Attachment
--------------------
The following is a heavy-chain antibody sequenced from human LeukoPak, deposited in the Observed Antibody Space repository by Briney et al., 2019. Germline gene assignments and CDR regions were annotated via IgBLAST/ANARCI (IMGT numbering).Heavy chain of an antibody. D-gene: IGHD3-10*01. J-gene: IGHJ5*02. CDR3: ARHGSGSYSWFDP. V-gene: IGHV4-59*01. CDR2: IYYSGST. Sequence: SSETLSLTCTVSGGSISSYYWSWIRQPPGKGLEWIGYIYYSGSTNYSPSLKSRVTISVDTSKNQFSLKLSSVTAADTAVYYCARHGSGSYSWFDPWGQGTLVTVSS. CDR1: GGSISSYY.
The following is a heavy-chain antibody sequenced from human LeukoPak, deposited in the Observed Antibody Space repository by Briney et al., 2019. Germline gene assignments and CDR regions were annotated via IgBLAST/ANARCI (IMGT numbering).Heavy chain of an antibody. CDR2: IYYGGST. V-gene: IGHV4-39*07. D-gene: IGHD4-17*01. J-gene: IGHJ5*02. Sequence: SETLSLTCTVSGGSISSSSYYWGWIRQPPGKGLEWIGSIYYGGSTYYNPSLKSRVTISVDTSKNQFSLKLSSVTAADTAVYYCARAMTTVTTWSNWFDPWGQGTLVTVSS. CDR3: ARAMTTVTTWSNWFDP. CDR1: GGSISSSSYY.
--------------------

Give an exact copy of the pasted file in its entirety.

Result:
The following is a heavy-chain antibody sequenced from human LeukoPak, deposited in the Observed Antibody Space repository by Briney et al., 2019. Germline gene assignments and CDR regions were annotated via IgBLAST/ANARCI (IMGT numbering).Heavy chain of an antibody. D-gene: IGHD3-10*01. J-gene: IGHJ5*02. CDR3: ARHGSGSYSWFDP. V-gene: IGHV4-59*01. CDR2: IYYSGST. Sequence: SSETLSLTCTVSGGSISSYYWSWIRQPPGKGLEWIGYIYYSGSTNYSPSLKSRVTISVDTSKNQFSLKLSSVTAADTAVYYCARHGSGSYSWFDPWGQGTLVTVSS. CDR1: GGSISSYY.
The following is a heavy-chain antibody sequenced from human LeukoPak, deposited in the Observed Antibody Space repository by Briney et al., 2019. Germline gene assignments and CDR regions were annotated via IgBLAST/ANARCI (IMGT numbering).Heavy chain of an antibody. CDR2: IYYGGST. V-gene: IGHV4-39*07. D-gene: IGHD4-17*01. J-gene: IGHJ5*02. Sequence: SETLSLTCTVSGGSISSSSYYWGWIRQPPGKGLEWIGSIYYGGSTYYNPSLKSRVTISVDTSKNQFSLKLSSVTAADTAVYYCARAMTTVTTWSNWFDPWGQGTLVTVSS. CDR3: ARAMTTVTTWSNWFDP. CDR1: GGSISSSSYY.